Cautious welcome for new glaucoma guidelines

April 29, 2009

New guidelines, designed to improve the management and diagnosis of chronic open angle glaucoma (COAG) and ocular hypertension have received a cautious commendation from the ophthalmic community.

New guidelines, designed to improve the management and diagnosis of chronic open angle glaucoma (COAG) and ocular hypertension have received a cautious commendation from the ophthalmic community. However, there are concerns about implementation.

“While the guidelines provide much-needed clarity on the diagnosis and management of glaucoma, implementation of the guidance will mean hundreds of thousands of additional hospital visits, most of which will be unnecessary. Optometrists are well- placed to provide a solution to this problem, with appropriate training,” reported Geoff Robertson, AOP professional advisor.

The guidelines, issued by NICE contain a key recommendation that patients should be formally diagnosed by a healthcare professional with a specialist qualification using techniques which few optometrists currently perform (applanation tonometry, gonioscopy and pachymetry). In order to comply with the new guidelines, optometrists will have to refer these patients to a specialist for a formal diagnosis and monitoring. This would normally mean the patient would need to be referred to hospital rather than being seen in the community.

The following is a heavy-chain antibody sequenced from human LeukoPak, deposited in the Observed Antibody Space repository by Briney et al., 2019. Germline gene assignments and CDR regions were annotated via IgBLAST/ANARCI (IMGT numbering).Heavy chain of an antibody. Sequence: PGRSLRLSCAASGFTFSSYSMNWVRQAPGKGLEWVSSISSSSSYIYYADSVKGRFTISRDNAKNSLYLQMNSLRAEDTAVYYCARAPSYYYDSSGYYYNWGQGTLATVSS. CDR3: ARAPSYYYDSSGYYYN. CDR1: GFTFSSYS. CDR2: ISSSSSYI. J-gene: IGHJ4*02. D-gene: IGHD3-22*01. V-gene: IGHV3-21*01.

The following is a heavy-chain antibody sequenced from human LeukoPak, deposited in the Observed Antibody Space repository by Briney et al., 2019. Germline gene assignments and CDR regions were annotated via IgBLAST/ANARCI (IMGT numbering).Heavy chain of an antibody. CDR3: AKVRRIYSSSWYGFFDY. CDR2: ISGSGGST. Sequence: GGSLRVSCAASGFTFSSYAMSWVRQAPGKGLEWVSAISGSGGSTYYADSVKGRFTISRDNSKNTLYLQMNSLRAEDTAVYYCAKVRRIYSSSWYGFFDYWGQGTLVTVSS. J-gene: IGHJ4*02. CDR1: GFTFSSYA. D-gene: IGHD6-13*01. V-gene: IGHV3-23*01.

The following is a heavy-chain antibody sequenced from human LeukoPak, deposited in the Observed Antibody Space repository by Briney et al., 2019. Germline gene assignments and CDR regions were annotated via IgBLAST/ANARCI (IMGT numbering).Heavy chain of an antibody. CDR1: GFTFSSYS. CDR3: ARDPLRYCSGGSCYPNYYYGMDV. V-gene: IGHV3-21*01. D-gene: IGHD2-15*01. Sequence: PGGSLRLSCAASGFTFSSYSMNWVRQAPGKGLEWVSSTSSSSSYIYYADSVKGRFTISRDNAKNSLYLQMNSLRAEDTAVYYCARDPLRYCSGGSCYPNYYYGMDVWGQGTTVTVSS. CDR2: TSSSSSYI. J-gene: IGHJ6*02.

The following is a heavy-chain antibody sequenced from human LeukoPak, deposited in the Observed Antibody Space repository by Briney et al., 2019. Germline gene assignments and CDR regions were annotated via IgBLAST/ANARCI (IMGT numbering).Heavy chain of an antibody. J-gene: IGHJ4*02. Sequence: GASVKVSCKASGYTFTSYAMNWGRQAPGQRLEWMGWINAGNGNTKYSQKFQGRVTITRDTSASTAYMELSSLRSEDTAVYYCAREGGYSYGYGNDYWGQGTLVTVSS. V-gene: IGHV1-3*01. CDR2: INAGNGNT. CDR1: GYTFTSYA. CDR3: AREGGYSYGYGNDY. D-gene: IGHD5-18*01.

According to The Association of British Dispensing Opticians, The Association of Ophthalmologists, The Association of Optometrists, The College of Optometrists, The Federation of Ophthalmic and Dispensing Opticians and The General Optical Council this would represent an increase of 10% over the 5 million ophthalmic outpatients episodes provided in 2007-8. The General optical Council said the Hospital Eye Service is a highly specialised part of the eye care sector but it will struggle to cope with such a large increase with inevitable consequences for waiting lists and appointment intervals. It may that under the Any Willing Provider programme ophthalmologists working in the community would be able to take on some of any extra workload but this will probably not solve the problem.